2004 Prize Winner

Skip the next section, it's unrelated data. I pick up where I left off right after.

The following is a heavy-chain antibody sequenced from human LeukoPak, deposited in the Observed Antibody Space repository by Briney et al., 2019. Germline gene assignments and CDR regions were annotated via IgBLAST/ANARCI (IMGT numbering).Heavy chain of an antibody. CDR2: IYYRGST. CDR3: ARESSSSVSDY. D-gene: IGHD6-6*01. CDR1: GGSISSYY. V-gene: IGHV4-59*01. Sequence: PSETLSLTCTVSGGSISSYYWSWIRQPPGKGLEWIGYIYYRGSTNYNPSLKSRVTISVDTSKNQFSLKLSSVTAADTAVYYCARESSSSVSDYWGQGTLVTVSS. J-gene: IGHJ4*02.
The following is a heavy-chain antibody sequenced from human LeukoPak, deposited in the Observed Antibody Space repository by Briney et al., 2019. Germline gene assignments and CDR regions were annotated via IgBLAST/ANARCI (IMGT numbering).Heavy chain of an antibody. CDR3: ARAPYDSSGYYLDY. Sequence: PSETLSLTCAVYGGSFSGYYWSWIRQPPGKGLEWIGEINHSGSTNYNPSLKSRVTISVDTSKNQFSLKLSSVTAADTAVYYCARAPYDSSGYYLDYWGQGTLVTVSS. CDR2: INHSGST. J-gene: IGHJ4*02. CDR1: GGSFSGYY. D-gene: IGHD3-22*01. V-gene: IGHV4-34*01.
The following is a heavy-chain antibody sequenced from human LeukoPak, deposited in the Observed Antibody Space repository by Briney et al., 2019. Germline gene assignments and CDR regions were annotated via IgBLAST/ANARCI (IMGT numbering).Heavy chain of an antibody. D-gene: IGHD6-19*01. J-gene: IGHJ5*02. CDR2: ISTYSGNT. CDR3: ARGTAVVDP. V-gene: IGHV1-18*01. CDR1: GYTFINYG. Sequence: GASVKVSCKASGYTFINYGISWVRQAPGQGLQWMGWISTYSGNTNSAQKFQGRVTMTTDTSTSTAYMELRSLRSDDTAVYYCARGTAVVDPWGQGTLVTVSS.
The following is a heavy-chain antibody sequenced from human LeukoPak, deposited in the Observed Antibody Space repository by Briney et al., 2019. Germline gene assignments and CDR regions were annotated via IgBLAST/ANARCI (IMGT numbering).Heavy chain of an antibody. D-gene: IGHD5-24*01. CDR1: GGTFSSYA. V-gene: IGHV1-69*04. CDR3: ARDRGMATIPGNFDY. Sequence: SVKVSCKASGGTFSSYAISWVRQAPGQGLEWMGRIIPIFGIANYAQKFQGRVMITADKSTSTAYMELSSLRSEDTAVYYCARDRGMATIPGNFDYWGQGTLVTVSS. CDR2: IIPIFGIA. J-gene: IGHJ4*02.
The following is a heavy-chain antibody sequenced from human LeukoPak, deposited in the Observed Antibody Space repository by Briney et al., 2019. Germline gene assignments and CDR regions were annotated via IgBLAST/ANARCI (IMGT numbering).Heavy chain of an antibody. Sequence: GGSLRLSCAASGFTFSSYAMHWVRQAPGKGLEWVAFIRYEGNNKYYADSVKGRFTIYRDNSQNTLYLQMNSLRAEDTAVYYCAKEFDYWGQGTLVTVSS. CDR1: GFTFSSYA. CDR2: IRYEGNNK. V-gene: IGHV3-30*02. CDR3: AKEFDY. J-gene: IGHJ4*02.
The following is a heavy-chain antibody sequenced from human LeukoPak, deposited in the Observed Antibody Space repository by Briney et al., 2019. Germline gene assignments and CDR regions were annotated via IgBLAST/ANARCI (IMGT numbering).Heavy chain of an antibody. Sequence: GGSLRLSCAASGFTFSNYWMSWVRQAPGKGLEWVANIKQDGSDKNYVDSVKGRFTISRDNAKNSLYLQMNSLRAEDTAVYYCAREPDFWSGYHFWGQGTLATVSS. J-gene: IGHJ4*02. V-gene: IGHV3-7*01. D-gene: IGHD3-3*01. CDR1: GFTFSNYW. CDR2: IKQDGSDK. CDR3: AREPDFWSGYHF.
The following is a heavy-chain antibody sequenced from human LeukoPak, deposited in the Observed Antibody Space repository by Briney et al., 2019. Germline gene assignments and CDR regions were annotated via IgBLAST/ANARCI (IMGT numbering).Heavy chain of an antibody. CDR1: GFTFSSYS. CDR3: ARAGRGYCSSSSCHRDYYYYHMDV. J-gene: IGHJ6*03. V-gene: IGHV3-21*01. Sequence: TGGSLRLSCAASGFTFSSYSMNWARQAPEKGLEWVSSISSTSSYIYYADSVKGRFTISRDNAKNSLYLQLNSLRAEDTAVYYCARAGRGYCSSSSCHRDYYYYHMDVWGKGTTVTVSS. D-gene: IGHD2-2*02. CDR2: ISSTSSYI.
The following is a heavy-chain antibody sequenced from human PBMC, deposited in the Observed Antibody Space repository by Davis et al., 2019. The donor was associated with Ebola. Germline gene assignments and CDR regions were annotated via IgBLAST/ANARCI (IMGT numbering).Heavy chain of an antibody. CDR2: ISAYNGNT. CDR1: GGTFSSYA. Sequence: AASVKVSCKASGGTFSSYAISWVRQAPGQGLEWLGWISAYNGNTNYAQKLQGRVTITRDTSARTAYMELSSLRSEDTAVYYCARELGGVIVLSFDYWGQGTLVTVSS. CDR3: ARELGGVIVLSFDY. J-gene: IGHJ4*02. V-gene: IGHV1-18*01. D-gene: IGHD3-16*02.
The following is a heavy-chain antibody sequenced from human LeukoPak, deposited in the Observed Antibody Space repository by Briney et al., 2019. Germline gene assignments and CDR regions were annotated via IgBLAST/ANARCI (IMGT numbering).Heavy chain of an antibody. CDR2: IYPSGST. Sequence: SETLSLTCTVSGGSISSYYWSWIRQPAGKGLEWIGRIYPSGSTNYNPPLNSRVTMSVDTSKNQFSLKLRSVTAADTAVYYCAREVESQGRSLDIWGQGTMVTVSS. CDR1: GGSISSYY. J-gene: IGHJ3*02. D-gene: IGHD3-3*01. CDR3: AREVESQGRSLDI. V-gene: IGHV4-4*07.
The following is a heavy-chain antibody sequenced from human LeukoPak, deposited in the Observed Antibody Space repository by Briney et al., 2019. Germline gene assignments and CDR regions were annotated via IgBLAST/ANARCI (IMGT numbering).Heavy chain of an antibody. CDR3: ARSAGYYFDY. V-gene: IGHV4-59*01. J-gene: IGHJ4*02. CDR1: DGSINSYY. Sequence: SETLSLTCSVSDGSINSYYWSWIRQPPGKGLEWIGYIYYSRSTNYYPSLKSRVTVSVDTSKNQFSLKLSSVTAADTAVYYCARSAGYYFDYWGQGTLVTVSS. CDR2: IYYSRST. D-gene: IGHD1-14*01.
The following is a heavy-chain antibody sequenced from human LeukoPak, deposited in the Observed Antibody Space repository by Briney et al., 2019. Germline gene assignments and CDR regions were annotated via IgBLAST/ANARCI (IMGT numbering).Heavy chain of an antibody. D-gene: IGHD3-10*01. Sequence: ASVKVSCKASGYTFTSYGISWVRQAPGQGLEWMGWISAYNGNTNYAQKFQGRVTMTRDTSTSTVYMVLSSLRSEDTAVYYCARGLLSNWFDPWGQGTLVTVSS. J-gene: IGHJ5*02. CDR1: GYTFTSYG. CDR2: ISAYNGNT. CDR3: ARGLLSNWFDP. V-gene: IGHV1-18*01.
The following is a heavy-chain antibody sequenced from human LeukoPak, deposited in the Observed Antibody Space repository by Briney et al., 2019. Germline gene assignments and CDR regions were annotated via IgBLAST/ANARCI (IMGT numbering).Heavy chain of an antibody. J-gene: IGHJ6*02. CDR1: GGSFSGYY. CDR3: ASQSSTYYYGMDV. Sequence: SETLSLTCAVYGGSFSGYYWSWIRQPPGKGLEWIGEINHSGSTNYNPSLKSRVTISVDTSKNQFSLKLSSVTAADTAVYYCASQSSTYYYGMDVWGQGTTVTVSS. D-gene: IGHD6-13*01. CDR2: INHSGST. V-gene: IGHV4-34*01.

The Willamette River has always fascinated Travis Williams. The executive director of Willamette Riverkeeper grew up near the waterway in Milwaukie and spent his youth paddling along its currents and jumping into its waters from the basalt bluffs across from George Rogers Park. "I wouldn't say I was Tom Sawyer or anything like that," Williams chuckles. "But that laid the groundwork for how I enjoy the river today." Williams, 33, graduated from Rex Putnam High School and earned a degree in international studies at Portland State University. Later, while studying for his master's degree in environmental sciences at John Hopkins University, he worked for American Rivers, a national organization dedicated to river-protection issues. After graduating four years ago, he returned to Portland and was hired as the executive director of Willamette Riverkeeper, the nonprofit organization founded in 1996 to protect the waterway from pollution. Working with a large web of volunteers and other environmental groups, Williams' group monitors 200 miles of the Willamette, keeping an eye out for environmental damage, tracking fish populations and health, and making sure companies located near the river are following the requirements of the wastewater permits. Willamette Riverkeeper also tries to make connections between people and the Willamette through a variety of activities. Williams and his co-workers encourage healthy environmental practices by riverfront property owners and organize large group canoe trips and field trips with schools. "We try to get people to learn about the river and start developing an affinity with it," Williams says. "Teachers love to provide that safe opportunity to get their students out there and teach them about animal habitats, water care, and the Willamette's history." Williams keeps a busy schedule. Some days are filled with meetings ("All related to river stuff, which shouldn't be a surprise," Williams says); others can include leading canoe trips. Sometimes he does maintenance on the canoes and patrol boat, and sometimes he drives up and down I-5 corridor checking up on sites ranging from the Portland Harbor Superfund to the industrial mills of Albany. Williams is preparing the organization for a move from its current location near in Sellwood to a new boathouse and office by the Hawthorne Bridge. Williams says the move will get the Willamette Riverkeeper closer to the heart of Portland, where people interested in the river will have an easier time reaching the group intent on keeping it as a a public treasure.